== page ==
An interesting piece on p-fishing and what we can do about it.
There is a lot of attention recently to the perils of p-fishing in political science. P-fishing refers to the selective reporting of statistical results that cross some boundary of statistical significance (customarily, p < .05). The problem arises because researchers may run many more analyses than they actually report, and given model or specification uncertainty, it is easy to report only those results that are consistent with the inferences that the analyst wants to make. A good discussion of p-fishing may be found in this CEGA blog forum. The issue of p-fishing isn’t new, but the attention that it's getting is. This goes along with a renewed attention to publication bias and other related concerns.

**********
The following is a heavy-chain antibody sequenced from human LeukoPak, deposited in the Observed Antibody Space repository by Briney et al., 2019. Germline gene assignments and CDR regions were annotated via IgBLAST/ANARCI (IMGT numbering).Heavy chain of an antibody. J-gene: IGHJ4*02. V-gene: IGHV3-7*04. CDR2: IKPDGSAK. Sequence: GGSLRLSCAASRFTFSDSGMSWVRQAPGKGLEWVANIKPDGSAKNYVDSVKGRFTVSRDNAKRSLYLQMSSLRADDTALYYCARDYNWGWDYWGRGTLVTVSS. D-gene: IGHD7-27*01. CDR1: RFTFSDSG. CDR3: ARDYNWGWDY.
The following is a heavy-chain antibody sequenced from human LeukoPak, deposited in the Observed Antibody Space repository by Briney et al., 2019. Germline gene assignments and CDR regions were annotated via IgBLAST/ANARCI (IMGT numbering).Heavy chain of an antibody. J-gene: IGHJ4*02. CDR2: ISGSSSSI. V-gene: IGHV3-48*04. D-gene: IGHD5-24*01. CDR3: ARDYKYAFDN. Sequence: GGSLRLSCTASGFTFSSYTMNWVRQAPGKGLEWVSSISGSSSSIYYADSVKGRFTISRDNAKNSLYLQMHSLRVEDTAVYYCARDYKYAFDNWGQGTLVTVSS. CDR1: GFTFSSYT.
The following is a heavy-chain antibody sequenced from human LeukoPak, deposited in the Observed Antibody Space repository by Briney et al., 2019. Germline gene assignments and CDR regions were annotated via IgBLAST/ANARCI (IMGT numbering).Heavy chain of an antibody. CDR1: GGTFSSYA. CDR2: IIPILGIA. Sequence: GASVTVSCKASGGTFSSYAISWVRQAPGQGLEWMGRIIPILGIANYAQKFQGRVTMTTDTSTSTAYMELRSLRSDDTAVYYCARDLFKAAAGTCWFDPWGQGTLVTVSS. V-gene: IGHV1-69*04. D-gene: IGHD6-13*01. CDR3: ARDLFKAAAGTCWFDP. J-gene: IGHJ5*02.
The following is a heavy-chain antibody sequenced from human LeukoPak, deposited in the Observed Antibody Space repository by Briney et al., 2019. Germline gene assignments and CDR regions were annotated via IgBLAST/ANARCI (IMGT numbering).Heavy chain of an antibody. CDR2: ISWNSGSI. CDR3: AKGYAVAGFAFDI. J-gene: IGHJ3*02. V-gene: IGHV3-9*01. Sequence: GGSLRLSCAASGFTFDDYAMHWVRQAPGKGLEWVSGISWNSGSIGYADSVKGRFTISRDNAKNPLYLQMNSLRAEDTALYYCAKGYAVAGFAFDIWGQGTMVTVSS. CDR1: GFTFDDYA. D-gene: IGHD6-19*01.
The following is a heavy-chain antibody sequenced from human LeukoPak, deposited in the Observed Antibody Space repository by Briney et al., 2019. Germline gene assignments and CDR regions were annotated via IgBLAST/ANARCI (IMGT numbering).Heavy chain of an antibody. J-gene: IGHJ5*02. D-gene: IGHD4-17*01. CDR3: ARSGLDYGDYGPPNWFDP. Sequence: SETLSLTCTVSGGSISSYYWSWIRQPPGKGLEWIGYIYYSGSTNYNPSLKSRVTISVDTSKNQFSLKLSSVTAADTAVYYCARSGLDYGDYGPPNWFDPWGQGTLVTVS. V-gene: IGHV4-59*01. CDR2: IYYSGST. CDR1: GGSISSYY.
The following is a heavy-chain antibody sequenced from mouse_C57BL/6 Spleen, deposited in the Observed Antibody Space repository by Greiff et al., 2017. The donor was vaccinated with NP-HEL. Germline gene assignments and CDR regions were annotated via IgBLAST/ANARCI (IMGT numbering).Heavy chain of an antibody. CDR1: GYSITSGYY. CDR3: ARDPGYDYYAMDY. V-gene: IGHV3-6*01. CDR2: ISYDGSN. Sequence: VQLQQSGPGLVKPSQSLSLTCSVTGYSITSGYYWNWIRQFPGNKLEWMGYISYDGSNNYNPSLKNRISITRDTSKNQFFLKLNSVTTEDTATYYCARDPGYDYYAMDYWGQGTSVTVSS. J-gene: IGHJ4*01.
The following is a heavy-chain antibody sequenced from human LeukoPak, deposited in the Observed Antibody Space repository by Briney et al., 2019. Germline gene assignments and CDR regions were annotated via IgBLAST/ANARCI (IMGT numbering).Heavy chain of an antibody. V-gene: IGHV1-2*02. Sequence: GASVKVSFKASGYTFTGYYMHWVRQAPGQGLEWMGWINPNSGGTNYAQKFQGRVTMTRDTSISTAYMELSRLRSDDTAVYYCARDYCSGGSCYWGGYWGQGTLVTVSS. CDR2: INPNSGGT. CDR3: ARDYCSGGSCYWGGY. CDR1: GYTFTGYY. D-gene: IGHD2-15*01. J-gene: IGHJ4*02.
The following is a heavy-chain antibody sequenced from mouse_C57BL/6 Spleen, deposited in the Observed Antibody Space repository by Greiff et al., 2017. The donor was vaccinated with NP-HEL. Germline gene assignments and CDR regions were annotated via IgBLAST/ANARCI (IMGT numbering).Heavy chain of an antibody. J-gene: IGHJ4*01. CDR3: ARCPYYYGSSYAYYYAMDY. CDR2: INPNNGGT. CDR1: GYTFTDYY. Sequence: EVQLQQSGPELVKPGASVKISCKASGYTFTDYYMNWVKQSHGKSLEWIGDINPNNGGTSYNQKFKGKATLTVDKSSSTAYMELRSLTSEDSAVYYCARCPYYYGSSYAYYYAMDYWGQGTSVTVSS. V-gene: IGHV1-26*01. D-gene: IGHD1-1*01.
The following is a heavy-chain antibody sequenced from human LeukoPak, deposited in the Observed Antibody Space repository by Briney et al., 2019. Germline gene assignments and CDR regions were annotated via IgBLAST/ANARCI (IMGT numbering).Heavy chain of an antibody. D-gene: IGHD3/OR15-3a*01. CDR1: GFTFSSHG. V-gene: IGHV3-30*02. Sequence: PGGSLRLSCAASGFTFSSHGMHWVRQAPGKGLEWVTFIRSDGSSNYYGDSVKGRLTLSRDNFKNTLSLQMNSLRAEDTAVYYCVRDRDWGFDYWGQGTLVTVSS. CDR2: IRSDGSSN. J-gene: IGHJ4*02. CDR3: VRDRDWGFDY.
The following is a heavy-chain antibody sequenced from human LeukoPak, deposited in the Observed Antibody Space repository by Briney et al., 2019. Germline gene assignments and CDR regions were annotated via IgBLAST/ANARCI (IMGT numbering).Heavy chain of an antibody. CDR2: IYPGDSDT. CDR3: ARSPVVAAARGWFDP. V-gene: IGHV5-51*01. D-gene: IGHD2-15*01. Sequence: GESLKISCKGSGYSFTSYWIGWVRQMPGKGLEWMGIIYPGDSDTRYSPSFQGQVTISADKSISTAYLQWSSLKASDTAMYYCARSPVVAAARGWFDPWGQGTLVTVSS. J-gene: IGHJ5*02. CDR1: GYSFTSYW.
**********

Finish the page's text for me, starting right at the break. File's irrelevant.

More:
Solutions to the p-fishing problem come in two flavors, one targeting temptations and the other incentives. One is pre-registration (see e.g. this EGAP initiative): specify publicly how you intend to analyze your data…
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